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3 – Marine Resources – Opportunities and Risks

WOR 3 overview

Marine Resources – Opportunities and Risks
> The third issue of the World Ocean Review, WOR 3, is devoted to marine resources – metals and energy – and their utilization. It gives the facts about the extraction of known oil and gas deposits below the ocean floor and examines the impacts upon flora and fauna. It explains how gas hydrates form on continental shelves and what potential they hold. The review further explores in detail the opportunities and risks presented and posed by extracting mineral resources from the seabed: manganese nodules, cobalt crusts and massive sulphides.

Oil and gas from the sea

> Offshore gas and oil production began more than a century ago. With many shallow-water fields already exhausted, these natural resources are now being extracted at ever greater depths. Production rates are higher than ever, while oil pollution is decreasing. However, this is largely due to the stringent regulations applicable to shipping: the explosion at the Deepwater Horizon oil rig clearly demonstrated that safety is a long-neglected issue in the oil industry.

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Sea-floor mining

> Diamonds, gravel and sand have been extracted from coastal waters for decades. To meet the growing demand for metals, there are plans to mine the ores found in the form of manganese nodules, cobalt crusts and massive sulphides at depths of up to 4000 metres. If and when such sea-floor mining is to start will depend on metal prices on global markets. Working in deep water is still uneconomic, and no appropriate mining equipment is available yet.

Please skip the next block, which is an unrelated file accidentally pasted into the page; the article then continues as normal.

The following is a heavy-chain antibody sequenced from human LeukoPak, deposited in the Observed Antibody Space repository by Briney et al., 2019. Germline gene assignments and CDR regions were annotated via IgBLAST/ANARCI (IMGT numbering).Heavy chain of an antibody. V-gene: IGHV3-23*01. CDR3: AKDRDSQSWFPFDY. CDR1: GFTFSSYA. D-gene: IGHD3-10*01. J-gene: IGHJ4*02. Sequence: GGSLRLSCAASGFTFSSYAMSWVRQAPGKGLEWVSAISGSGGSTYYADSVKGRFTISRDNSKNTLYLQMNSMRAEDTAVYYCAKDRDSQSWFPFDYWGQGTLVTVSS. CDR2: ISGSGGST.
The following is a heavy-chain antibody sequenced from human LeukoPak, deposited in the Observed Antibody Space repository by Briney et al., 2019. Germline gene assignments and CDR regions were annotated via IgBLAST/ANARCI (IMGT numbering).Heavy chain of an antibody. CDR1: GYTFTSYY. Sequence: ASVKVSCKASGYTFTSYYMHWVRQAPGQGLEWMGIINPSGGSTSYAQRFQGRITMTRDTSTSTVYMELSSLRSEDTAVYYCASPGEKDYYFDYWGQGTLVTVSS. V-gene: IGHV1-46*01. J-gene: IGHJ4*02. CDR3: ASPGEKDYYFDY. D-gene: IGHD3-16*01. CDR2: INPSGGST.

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Energy from burning ice

> In addition to abundant minerals, there are large amounts of methane hydrate beneath the sea floor. Some countries hope to become independent of energy imports by exploiting marine gas hydrate deposits near their own coasts. The technology for production, however, is not yet available. Furthermore, the risks to climate stability and hazards to marine habitats associated with extraction of the methane hydrates must first be clarified.

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Clean production and equitable distribution

> To ensure that ocean mining does not escalate into a competition for the most promising claims, a UN agency administers the marine minerals in the international seabed area, ensuring that the environment is protected and that developing countries can share in the benefits. Commercial activities in coastal states’ waters, however, are regulated by national law. As the offshore oil industry shows, this does not always afford adequate protection for the environment.

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